The Shape of Things to Come?

There has been considerable discussion over the past few months regarding the shape of the yield curve, and what it might signify for the economy. The yield curve, which shows yields on U.S. Treasuries at different maturities, is typically upward sloping, because investors in longer-term assets typically demand higher rates, known as a “term premium,” as remuneration for tying up their funds for a longer period, specifically to compensate for inflation risks.

Flat, flat, inverted
Recently, however, the curve has flattened, and even temporarily inverted, meaning that yields on longer-term assets are close to, or even lower than, those on shorter-term Treasuries. In the past, views on bond yields have often reflected expectations for future economic growth overall. If investors are worried about slowing future growth and lower rates, they may be more willing to buy longer-term Treasuries to lock in current rates, thus driving down current yields on longer-dated maturities. As demand increases, the Treasury is also able to lower the rates it offers on newly issued long-term Treasury securities. Historically, the last seven recessions have been preceded by a yield curve inversion, leaving many to wonder if a recession is looming on the horizon.

Too soon to tell
So far, the yield curve has not inverted for long enough to serve as a strong warning signal, and the inversion was very slight. A flat curve is not as strong a signal that an economic downturn may be ahead. More data points, a more prolonged inversion, and/or a steeper curve would tell a more definitive story.

Other factors at work
There are also other factors that influence term premiums and yield curves, and some of them may be having a greater impact in the current environment than in the past. One in particular is the role that the Fed has taken in the post financial crisis era in quantitative easing through asset purchases on the secondary market of government and agency securities. Partly as a result of this, the term premium has declined significantly. With that lowered term premium comes a higher likelihood of a flat or inverted yield curve.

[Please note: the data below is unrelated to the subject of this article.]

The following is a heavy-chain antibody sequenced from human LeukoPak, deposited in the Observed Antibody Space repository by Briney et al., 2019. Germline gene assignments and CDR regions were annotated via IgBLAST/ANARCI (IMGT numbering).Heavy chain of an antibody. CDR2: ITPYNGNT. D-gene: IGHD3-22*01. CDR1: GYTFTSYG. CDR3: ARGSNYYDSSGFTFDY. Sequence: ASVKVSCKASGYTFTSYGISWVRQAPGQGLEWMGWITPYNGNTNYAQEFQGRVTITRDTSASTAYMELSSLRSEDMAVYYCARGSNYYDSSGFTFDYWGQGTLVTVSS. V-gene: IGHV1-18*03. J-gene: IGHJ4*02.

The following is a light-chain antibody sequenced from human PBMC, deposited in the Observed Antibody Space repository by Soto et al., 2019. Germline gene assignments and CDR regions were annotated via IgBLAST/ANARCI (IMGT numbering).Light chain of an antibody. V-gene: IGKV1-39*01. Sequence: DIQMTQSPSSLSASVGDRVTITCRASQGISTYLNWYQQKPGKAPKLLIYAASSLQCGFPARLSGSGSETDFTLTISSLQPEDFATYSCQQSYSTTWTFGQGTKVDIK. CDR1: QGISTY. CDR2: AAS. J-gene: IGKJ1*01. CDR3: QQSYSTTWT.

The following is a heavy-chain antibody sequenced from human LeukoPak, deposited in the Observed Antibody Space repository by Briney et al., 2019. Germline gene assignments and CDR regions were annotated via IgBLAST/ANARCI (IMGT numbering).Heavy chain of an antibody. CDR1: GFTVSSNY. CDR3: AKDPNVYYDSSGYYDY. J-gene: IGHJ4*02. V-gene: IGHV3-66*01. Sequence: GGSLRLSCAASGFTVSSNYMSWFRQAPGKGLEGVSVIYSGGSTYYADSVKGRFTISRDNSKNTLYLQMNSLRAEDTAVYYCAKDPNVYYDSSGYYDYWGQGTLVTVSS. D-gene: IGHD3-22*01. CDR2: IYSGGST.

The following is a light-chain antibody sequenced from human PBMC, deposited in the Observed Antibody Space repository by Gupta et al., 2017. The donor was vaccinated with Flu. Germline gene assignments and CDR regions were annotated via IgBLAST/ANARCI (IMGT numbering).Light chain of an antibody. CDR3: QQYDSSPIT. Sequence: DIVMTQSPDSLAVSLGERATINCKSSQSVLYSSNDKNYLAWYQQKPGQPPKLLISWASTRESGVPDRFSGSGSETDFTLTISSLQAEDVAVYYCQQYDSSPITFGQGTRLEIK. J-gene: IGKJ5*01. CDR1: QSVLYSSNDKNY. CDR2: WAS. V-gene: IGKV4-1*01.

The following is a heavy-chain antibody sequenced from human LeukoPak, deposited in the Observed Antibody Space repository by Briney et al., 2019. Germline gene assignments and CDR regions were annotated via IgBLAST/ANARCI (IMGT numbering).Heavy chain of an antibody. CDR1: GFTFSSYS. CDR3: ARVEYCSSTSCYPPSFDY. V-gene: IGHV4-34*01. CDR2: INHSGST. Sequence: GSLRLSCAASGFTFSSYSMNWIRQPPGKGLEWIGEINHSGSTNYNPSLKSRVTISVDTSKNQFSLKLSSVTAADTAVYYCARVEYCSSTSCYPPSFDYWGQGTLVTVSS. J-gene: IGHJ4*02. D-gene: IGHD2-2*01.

Watching carefully
However, yields and yield curves are not the only sign of things to come, and we recognize that the U.S. has experienced an unprecedentedly long period of growth. As always, we are keeping a close eye on the economy, the global situation, and a broad range of other indicators for their potential impact on our client portfolios. As long-term strategic investors, we are focused on growing and preserving wealth for future generations, while also seeking to take advantage of short-term inefficiencies in the market.

We encourage you to contact us at 212.492.7000 with any questions you may have regarding current markets or your portfolio. We believe communication is critical to an enduring relationship. As always, your Klingenstein Fields Advisors’ team is ready to serve you, whatever your needs may be.


The information provided here is for general informational purposes only and should not be considered an individualized recommendation or personal investment advice. KF Advisors is neither a law firm nor accounting firm, and no portion of its services should be construed as legal or accounting advice. If you are a KF Advisors client, please remember that it remains your responsibility to advise KF Advisors, in writing, if there are any changes in your personal/financial situation or investment objectives for the purpose of reviewing/evaluating/revising our previous recommendations and/or services, or if you would like to impose, add, or to modify any reasonable restrictions to our investment advisory services. A copy of our current written disclosure statement discussing our advisory services and fees is available upon request or by clicking here. Please read the expanded disclosures in the linked report.